Posts Tagged ‘Christopher Knight’
There have been a lot of announcements from on high lately. The critics have begun to weigh-in on the recent appointment of Timothy Potts as the new director of the J. Paul Getty Museum. The Getty also disclosed a list of its highest paid personnel. Here’s an infographic to help make things easier.
NOTICE: This is the last week to see Paris: Life and Luxury, at the Getty Center. I’ve seen it twice, and am going back a third time this weekend. There is a lot to see; there is also a lot to read, lots of walltext, and a lot of it is hilarious. Beginning with the intro walltext, which explains why most people are unfamiliar with French decorative art from this period:
Largely unfamiliar and underappreciated today, over shadowed as they are by the tumultuous social and political events of the French revolution of 1789.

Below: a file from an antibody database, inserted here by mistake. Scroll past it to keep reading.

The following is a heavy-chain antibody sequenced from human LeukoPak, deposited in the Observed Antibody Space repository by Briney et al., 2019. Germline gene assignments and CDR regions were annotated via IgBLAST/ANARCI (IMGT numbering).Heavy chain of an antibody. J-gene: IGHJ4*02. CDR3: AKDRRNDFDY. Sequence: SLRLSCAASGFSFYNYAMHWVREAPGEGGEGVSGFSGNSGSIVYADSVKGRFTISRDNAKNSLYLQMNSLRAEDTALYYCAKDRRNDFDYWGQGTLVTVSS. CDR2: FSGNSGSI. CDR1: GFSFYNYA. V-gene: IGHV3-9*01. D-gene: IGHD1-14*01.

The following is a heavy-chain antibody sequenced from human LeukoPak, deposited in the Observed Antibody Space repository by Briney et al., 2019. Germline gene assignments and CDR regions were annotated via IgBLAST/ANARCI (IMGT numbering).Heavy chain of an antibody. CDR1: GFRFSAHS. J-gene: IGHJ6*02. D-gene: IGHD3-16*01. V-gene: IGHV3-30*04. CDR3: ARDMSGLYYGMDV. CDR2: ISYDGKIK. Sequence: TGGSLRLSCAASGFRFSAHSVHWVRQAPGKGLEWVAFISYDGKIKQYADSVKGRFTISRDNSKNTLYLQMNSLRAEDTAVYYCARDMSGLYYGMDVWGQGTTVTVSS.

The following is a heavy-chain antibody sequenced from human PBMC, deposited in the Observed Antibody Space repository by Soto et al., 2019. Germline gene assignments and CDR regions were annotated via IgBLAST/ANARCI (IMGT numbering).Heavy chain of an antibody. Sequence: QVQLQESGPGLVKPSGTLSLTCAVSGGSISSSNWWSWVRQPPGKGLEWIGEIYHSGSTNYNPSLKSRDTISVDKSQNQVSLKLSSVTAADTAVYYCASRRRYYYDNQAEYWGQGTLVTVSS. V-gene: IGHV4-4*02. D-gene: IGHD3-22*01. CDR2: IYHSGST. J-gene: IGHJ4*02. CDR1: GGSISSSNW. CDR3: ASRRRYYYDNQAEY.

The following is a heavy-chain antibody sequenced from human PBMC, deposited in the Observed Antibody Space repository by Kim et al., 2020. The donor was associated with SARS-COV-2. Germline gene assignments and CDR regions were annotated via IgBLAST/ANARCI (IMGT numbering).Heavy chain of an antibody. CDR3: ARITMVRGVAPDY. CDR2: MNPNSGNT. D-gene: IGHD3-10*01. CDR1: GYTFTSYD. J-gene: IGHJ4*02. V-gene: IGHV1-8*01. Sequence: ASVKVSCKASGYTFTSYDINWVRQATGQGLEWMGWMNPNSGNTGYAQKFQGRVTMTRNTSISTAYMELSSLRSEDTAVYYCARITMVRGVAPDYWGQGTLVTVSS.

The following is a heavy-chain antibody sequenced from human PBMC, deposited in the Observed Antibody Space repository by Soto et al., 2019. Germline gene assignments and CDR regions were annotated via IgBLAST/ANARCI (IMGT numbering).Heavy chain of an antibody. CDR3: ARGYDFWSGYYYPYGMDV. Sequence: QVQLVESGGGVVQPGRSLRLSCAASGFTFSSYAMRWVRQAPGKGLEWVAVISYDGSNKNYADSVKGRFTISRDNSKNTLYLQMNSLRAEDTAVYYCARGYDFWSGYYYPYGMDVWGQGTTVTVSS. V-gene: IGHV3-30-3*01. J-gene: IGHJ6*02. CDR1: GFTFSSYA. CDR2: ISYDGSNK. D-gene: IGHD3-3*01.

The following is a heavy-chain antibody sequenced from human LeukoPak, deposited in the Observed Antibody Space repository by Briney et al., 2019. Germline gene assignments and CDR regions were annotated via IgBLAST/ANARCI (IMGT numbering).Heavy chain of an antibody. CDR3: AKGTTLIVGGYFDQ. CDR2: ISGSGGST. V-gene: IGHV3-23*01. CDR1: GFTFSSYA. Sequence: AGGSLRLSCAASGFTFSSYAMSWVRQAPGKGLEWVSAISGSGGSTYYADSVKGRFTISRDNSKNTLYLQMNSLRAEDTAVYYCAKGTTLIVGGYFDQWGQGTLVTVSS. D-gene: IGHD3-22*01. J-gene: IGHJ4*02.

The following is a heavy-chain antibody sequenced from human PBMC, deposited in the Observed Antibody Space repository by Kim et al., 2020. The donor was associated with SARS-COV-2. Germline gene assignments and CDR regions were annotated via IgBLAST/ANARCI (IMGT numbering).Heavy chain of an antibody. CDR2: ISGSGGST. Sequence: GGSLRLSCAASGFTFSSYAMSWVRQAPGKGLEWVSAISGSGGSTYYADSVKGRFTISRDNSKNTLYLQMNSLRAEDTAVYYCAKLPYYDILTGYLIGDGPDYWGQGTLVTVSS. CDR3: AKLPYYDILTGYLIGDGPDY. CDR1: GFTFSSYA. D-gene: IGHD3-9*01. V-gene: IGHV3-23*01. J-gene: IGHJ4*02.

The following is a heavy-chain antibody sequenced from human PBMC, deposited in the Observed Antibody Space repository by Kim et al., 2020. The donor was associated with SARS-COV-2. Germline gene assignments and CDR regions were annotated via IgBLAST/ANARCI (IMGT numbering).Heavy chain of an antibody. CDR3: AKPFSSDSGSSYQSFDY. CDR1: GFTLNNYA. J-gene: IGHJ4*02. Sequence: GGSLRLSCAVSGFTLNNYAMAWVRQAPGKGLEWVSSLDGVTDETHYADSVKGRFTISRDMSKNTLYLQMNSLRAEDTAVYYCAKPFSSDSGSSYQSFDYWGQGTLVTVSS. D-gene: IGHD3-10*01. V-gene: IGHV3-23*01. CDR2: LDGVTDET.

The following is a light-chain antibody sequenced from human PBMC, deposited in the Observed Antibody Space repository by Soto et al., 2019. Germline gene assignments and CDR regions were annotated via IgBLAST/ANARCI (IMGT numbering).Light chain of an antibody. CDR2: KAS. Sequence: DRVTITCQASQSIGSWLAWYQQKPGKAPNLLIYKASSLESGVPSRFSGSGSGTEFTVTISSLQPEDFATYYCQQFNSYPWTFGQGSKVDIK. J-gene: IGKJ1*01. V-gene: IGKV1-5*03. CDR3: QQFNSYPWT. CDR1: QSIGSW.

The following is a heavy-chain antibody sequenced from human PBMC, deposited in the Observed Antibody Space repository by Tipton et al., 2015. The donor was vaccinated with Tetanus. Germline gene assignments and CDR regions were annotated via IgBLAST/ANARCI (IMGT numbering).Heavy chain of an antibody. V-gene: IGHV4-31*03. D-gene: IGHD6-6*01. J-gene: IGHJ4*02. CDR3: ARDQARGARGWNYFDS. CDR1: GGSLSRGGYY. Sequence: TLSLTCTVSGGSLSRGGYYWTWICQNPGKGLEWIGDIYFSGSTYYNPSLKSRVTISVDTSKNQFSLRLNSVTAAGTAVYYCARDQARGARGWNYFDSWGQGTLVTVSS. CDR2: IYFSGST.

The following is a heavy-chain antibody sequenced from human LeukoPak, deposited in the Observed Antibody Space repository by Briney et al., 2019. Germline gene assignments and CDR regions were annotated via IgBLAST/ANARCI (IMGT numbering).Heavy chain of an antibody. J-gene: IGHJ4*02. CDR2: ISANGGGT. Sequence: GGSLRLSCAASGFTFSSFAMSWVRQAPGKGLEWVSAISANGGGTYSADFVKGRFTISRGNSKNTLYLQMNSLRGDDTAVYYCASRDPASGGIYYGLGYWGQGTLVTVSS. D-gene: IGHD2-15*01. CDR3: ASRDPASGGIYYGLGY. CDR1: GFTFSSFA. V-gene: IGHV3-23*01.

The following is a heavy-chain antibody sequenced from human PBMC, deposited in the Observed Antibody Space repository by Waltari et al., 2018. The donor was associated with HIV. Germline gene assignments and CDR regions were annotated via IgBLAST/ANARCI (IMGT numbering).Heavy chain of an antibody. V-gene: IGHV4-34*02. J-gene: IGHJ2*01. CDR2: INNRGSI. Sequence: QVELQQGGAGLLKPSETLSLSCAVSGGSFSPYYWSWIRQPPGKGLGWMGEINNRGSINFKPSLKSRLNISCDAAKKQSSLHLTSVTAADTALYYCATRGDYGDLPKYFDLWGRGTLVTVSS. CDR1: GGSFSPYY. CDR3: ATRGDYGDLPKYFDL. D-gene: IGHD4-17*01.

Oh my god, this stuff is so underappreciated! Who doesn’t love Rococo? If an 18th century French peasant saw all the wealth/golden filth in this exhibition, the Revolution would have happened a WHOLE lot sooner. Read the rest of this entry »
One of my goals for the New Year is to write blog posts in a timelier manner; like attempt to write about shows before they close. That being said, I have one more post on an LA exhibition that has already closed. Opps.
Christopher Knight was critical of the show, mostly because it’s a collector’s show. Regardless of the quality, or significance of the works in the show (the Huntington proclaimed the collection is, “one of the finest private collections of French and Italian bronze sculptures”), the education that supplemented the show justified it completely in my mind. The Huntington’s decision to host this traveling show fits its own collections and programming. Several Huntington bronzes and a whole room of books from the library supplemented the show.
Los Angeles County Museum of Art